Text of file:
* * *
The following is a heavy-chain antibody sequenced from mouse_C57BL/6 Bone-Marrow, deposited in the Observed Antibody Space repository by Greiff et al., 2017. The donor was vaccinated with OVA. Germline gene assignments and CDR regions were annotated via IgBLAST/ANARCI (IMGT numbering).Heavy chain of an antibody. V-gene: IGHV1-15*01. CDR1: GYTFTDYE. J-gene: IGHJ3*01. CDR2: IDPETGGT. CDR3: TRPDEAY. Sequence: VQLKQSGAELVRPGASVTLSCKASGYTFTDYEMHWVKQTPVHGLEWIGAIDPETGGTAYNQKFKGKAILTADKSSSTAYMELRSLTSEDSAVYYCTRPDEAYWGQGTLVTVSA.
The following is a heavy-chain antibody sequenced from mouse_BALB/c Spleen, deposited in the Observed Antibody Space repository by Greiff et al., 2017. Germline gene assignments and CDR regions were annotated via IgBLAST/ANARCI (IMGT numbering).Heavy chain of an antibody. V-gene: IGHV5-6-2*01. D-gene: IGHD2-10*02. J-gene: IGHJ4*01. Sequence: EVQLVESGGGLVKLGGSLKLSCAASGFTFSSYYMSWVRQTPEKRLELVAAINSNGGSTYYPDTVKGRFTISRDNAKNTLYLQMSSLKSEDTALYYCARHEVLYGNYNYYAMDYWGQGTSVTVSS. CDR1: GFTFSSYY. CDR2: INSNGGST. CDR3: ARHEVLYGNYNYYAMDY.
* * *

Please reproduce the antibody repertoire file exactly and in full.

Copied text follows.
The following is a heavy-chain antibody sequenced from mouse_C57BL/6 Bone-Marrow, deposited in the Observed Antibody Space repository by Greiff et al., 2017. The donor was vaccinated with OVA. Germline gene assignments and CDR regions were annotated via IgBLAST/ANARCI (IMGT numbering).Heavy chain of an antibody. V-gene: IGHV1-15*01. CDR1: GYTFTDYE. J-gene: IGHJ3*01. CDR2: IDPETGGT. CDR3: TRPDEAY. Sequence: VQLKQSGAELVRPGASVTLSCKASGYTFTDYEMHWVKQTPVHGLEWIGAIDPETGGTAYNQKFKGKAILTADKSSSTAYMELRSLTSEDSAVYYCTRPDEAYWGQGTLVTVSA.
The following is a heavy-chain antibody sequenced from mouse_BALB/c Spleen, deposited in the Observed Antibody Space repository by Greiff et al., 2017. Germline gene assignments and CDR regions were annotated via IgBLAST/ANARCI (IMGT numbering).Heavy chain of an antibody. V-gene: IGHV5-6-2*01. D-gene: IGHD2-10*02. J-gene: IGHJ4*01. Sequence: EVQLVESGGGLVKLGGSLKLSCAASGFTFSSYYMSWVRQTPEKRLELVAAINSNGGSTYYPDTVKGRFTISRDNAKNTLYLQMSSLKSEDTALYYCARHEVLYGNYNYYAMDYWGQGTSVTVSS. CDR1: GFTFSSYY. CDR2: INSNGGST. CDR3: ARHEVLYGNYNYYAMDY.